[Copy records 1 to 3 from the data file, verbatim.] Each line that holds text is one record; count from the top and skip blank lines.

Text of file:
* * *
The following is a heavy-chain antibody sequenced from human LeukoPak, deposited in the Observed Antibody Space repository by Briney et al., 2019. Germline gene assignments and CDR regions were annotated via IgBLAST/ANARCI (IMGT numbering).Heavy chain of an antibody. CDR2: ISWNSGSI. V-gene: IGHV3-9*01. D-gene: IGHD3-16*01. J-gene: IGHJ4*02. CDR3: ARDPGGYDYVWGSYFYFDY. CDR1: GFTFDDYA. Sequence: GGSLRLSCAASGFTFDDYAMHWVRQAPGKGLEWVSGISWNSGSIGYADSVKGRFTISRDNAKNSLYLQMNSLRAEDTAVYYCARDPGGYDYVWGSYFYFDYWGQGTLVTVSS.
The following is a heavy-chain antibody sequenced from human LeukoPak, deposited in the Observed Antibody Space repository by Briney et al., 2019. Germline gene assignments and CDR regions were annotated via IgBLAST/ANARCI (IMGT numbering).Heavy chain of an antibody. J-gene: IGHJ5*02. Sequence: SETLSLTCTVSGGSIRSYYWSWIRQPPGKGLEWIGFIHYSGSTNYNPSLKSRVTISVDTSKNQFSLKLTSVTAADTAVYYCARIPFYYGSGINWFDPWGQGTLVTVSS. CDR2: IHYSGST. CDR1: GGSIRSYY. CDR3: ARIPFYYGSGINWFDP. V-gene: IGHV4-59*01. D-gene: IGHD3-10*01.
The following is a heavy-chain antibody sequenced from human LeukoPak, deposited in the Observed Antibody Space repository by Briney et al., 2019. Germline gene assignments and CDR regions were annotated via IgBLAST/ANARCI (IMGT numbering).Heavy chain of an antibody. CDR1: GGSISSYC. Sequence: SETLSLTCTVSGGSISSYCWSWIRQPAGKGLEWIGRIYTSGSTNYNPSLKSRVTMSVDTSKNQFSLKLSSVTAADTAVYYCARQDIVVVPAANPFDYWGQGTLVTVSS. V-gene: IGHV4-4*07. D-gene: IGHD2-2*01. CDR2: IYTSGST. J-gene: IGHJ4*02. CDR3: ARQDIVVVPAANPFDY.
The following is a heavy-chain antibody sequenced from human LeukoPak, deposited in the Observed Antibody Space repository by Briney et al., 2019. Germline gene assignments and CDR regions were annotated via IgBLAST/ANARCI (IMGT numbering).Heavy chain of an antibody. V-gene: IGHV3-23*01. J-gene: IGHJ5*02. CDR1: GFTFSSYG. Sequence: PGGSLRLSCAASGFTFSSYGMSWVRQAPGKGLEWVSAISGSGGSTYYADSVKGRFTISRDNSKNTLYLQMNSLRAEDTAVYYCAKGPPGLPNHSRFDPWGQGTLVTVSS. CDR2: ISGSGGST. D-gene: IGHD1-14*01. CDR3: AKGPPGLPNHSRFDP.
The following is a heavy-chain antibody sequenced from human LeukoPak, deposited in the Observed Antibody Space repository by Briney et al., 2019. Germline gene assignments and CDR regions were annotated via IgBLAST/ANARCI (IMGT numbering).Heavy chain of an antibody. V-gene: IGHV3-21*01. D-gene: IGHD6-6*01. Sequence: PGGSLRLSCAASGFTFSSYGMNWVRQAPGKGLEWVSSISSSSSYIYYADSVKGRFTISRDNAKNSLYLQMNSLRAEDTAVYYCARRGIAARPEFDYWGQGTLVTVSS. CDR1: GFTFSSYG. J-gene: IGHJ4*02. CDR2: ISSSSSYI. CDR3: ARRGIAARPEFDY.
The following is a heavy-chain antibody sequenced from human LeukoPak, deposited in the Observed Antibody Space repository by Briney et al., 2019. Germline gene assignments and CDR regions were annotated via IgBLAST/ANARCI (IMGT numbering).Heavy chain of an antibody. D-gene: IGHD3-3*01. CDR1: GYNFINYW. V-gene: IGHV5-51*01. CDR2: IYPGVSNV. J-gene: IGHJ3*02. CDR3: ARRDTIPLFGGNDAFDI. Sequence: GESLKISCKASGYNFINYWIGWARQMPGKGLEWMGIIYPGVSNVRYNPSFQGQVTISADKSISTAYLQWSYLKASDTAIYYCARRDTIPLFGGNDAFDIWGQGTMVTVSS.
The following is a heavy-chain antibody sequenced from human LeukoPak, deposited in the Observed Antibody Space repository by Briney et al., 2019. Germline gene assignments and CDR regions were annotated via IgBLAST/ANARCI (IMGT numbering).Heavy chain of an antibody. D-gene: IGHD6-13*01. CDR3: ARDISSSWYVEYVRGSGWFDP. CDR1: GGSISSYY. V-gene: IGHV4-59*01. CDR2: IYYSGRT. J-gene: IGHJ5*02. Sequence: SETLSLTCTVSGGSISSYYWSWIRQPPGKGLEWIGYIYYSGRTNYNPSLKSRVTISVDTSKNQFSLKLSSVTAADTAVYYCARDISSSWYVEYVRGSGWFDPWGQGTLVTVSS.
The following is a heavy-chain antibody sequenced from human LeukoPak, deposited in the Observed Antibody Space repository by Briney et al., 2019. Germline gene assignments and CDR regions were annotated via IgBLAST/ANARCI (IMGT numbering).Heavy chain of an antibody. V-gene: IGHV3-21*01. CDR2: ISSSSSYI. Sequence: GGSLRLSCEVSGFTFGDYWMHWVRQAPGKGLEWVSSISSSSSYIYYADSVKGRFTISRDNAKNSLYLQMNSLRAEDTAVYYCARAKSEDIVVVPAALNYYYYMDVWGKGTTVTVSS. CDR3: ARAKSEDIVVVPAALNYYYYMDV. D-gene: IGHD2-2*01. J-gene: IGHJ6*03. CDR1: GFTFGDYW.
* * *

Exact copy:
The following is a heavy-chain antibody sequenced from human LeukoPak, deposited in the Observed Antibody Space repository by Briney et al., 2019. Germline gene assignments and CDR regions were annotated via IgBLAST/ANARCI (IMGT numbering).Heavy chain of an antibody. CDR2: ISWNSGSI. V-gene: IGHV3-9*01. D-gene: IGHD3-16*01. J-gene: IGHJ4*02. CDR3: ARDPGGYDYVWGSYFYFDY. CDR1: GFTFDDYA. Sequence: GGSLRLSCAASGFTFDDYAMHWVRQAPGKGLEWVSGISWNSGSIGYADSVKGRFTISRDNAKNSLYLQMNSLRAEDTAVYYCARDPGGYDYVWGSYFYFDYWGQGTLVTVSS.
The following is a heavy-chain antibody sequenced from human LeukoPak, deposited in the Observed Antibody Space repository by Briney et al., 2019. Germline gene assignments and CDR regions were annotated via IgBLAST/ANARCI (IMGT numbering).Heavy chain of an antibody. J-gene: IGHJ5*02. Sequence: SETLSLTCTVSGGSIRSYYWSWIRQPPGKGLEWIGFIHYSGSTNYNPSLKSRVTISVDTSKNQFSLKLTSVTAADTAVYYCARIPFYYGSGINWFDPWGQGTLVTVSS. CDR2: IHYSGST. CDR1: GGSIRSYY. CDR3: ARIPFYYGSGINWFDP. V-gene: IGHV4-59*01. D-gene: IGHD3-10*01.
The following is a heavy-chain antibody sequenced from human LeukoPak, deposited in the Observed Antibody Space repository by Briney et al., 2019. Germline gene assignments and CDR regions were annotated via IgBLAST/ANARCI (IMGT numbering).Heavy chain of an antibody. CDR1: GGSISSYC. Sequence: SETLSLTCTVSGGSISSYCWSWIRQPAGKGLEWIGRIYTSGSTNYNPSLKSRVTMSVDTSKNQFSLKLSSVTAADTAVYYCARQDIVVVPAANPFDYWGQGTLVTVSS. V-gene: IGHV4-4*07. D-gene: IGHD2-2*01. CDR2: IYTSGST. J-gene: IGHJ4*02. CDR3: ARQDIVVVPAANPFDY.